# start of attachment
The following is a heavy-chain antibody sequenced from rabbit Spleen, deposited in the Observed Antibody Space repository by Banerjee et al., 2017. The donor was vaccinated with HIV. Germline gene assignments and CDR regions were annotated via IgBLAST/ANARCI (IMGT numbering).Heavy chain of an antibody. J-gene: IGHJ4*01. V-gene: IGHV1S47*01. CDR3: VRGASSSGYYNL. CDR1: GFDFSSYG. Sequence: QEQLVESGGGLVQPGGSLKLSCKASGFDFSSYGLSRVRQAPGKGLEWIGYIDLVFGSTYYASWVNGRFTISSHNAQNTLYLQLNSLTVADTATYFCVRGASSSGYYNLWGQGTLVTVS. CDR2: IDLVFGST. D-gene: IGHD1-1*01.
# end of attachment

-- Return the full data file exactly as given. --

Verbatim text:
The following is a heavy-chain antibody sequenced from rabbit Spleen, deposited in the Observed Antibody Space repository by Banerjee et al., 2017. The donor was vaccinated with HIV. Germline gene assignments and CDR regions were annotated via IgBLAST/ANARCI (IMGT numbering).Heavy chain of an antibody. J-gene: IGHJ4*01. V-gene: IGHV1S47*01. CDR3: VRGASSSGYYNL. CDR1: GFDFSSYG. Sequence: QEQLVESGGGLVQPGGSLKLSCKASGFDFSSYGLSRVRQAPGKGLEWIGYIDLVFGSTYYASWVNGRFTISSHNAQNTLYLQLNSLTVADTATYFCVRGASSSGYYNLWGQGTLVTVS. CDR2: IDLVFGST. D-gene: IGHD1-1*01.